October 21, 2011

Why Hunting is not a "Sport"

Two interesting pieces of writing popped up this morning.

In a blog post, Galen Geer questions the very term "sport hunting." I tend to agree. (It comes after the part about checking his blood pressure in the duck blind to prove something to his physical therapist.)
[At a recent Orion institute seminar there] was a lot of free discussion about the present state of recruitment to the outdoors but I heard something that was, to me, very important for the future of hunting, and it was the simple statement that hunting would be referred to as “hunting” and not “sport hunting” or have any other adjectives affixed to it.  This is something that I totally agree with.  I believe that we must stop the practice of trying to hide hunting under a pile of adjectives.   I make this argument even after a great deal of research has shown me that the basis for “sport hunting” goes back to ancient Greece when the phrase “hunting for sport” actually appears in the writing of Xenophon.
Meanwhile, in an interview on the Huffington Post, Holly Heyser discusses the difference between male and female hunters, advice for beginners, and her philosophy on eating wild foods.
Yeah, I may be a bit of a radical with some of my thinking on this subject, but what the hell, here goes: When I decided to take up hunting, my secret fear was that I would become callous toward animals. Surprise, surprise - the opposite happened. My respect for animals has grown exponentially, as has my love for them.

I can hear the shrieks of horror already. "Respect? Love? But you kill them." I know it doesn't appear to make sense at all. Work with me: Most human relationships with animals are with domestic animals, and whether they're pets or food animals, they've all been reduced to a perpetual state of childhood, not just in their dependency, but often in terms of their mannerisms and behavior. The more I saw wild animals, though, the more respect I had for their amazing capabilities (and the more respect I had for wild humans, too).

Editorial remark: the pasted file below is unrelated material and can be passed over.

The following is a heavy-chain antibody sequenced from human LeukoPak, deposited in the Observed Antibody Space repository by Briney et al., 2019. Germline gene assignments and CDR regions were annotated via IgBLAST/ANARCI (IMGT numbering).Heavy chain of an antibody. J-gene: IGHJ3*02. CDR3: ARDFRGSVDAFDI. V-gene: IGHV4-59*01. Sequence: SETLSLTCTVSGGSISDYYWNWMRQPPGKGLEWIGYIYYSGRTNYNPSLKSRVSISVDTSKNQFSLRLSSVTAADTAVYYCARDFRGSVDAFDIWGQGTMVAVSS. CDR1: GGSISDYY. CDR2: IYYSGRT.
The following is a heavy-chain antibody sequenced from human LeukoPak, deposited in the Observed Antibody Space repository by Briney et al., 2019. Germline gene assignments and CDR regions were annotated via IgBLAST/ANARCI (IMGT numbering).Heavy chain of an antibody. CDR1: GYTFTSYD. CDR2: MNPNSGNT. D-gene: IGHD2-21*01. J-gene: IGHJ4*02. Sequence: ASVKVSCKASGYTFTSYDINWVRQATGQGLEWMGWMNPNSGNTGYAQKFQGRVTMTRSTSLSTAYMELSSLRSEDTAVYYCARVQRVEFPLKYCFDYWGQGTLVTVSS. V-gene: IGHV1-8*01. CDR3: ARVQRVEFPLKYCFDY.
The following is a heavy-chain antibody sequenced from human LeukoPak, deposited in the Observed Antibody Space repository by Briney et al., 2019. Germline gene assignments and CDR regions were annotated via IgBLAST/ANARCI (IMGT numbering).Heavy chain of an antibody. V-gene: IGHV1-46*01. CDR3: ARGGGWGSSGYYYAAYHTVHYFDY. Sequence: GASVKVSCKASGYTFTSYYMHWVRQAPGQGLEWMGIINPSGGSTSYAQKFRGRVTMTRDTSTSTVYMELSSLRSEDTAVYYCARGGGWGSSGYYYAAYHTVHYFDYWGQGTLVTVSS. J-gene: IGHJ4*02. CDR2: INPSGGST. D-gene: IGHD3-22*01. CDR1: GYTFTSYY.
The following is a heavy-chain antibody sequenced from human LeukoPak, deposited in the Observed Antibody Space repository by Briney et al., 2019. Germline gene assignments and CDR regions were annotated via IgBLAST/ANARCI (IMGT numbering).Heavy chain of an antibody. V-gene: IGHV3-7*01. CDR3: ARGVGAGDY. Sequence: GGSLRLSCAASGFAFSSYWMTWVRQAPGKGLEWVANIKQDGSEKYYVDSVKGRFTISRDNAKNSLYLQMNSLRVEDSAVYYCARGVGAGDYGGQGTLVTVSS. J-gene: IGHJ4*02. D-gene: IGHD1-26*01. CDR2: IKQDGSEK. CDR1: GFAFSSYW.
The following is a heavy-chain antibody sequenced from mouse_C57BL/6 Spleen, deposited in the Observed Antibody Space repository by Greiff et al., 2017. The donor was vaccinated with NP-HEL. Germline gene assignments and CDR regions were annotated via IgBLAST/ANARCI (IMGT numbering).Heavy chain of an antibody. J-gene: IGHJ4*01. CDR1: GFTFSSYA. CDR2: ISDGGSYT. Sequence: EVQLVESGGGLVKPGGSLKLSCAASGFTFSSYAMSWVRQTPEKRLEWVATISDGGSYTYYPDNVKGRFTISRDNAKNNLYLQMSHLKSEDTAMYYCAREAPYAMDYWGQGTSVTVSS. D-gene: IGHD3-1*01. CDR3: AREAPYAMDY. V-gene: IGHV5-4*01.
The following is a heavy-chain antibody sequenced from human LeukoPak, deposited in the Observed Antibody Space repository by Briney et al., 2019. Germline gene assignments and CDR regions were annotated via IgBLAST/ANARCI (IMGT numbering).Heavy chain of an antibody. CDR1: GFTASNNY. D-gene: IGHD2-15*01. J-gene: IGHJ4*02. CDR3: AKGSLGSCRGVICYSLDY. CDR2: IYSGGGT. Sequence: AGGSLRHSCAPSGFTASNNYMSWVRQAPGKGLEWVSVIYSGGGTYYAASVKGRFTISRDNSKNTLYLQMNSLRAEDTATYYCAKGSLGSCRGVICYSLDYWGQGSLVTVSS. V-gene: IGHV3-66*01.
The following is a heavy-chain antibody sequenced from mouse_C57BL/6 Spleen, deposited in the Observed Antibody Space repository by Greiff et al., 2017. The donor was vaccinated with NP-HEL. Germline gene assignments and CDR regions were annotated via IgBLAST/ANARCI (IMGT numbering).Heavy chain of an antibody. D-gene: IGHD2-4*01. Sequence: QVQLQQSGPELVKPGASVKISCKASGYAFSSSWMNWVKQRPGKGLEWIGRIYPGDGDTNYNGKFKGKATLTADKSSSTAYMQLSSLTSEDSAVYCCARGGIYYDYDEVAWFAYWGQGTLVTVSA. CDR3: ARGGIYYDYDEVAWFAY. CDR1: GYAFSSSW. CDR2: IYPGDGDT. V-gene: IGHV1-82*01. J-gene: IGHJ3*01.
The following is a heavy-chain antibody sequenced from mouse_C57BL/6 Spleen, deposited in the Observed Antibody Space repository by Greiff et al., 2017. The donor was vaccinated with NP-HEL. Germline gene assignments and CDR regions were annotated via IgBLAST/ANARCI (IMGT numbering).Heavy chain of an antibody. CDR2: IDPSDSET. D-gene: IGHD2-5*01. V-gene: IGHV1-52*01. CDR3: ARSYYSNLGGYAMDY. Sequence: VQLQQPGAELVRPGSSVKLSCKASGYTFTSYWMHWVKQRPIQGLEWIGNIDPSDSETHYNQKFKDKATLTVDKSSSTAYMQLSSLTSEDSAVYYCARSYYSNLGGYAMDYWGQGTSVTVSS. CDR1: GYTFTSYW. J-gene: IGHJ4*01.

(If you hear echoes of Paul Shepard there, you are right.)

Plus there is a list of outstanding contemporary books on hunting, and I was happy to see that I have an essay in one of them, A Hunter's Heart: Honest Essays on Blood Sport, David Petersen, ed.

But there is that "sport" word again. Galen has been researching its employment and concludes that it no longer fits. (It's like the term "sports coat," a 19th-century British coinage fossilized in the menswear industry.) Today the term "sports" means organized athletics, people wearing numbers on their backs.
We don’t box with, play tennis or football with, or any other organized activity, the animals we hunt.  We don’t need to lie to ourselves or to the non-hunter by falling back on euphemisms to soften our language.  We can start by removing one word and simply saying that we hunt, we go hunting, we are hunters.


Peculiar said...

Also, it's not bull fighting, motor racing or mountaineering. But it's certainly not a game. The traditional term "hunting" seems pretty solid.

Darrell said...

Oh, I dunno... what about fishing? A guy can have fun hunting or fishing, and never catching a thing. Then again, "sport" fishing or hunting might represent those going after trophy animals, not just meat.

In the end, it's recreation. If it isn't work, it's not vocation, it's avocation. Sounds like sport to me. :)

Galen Geer said...

Actually "sport fishing" was discussed (via Email) and there is agreement that "sport fishing" is also one that is falling out of use and truly has no place in contemporary society, with the same argument applied (we go fishing, etc.) except its source is not rooted in ancient Greece. In the minds of many people "sport" fishing is more firmly linked to big game fish rather than the somewhat smaller freshwater fish.
Through the 1600s to early 1800s to go "sporting" had meanings that ranged gambling to hunting (only slightly including angling), thus the connotation was linked to aristocracy and was negative. When sport began to be associated with organized sports the connotation began to change.
The whole thing is quite interesting--really. :)

Heather Houlahan said...

One take is that it is only sport if your opponent is playing the same game, and agreed to do so.

It may be a game to a human hunter (though it is not to me), but it's not shits 'n' grins for the animal.

I think the tendency to tack "sport" and various permutations thereof onto hunting started as a way to distinguish gentlemen from market hunters and the dread subsistence killers, aka poachers. it denoted class, and an absence of need. Culminating in Elmer Fudd announcing that he is a vegetarian, he hunts wabbits for the sport of it.

Anonymous said...

I was wondering if hunting or killing fish for fun is a sport, if any deer or fish ever won the game and what did they win?

Chas S. Clifton said...

Dear Anonymous,

I think the thrust of the post itself plus Galen's and Heather's comments pretty well answered your trollish rhetorical question before you even wrote it.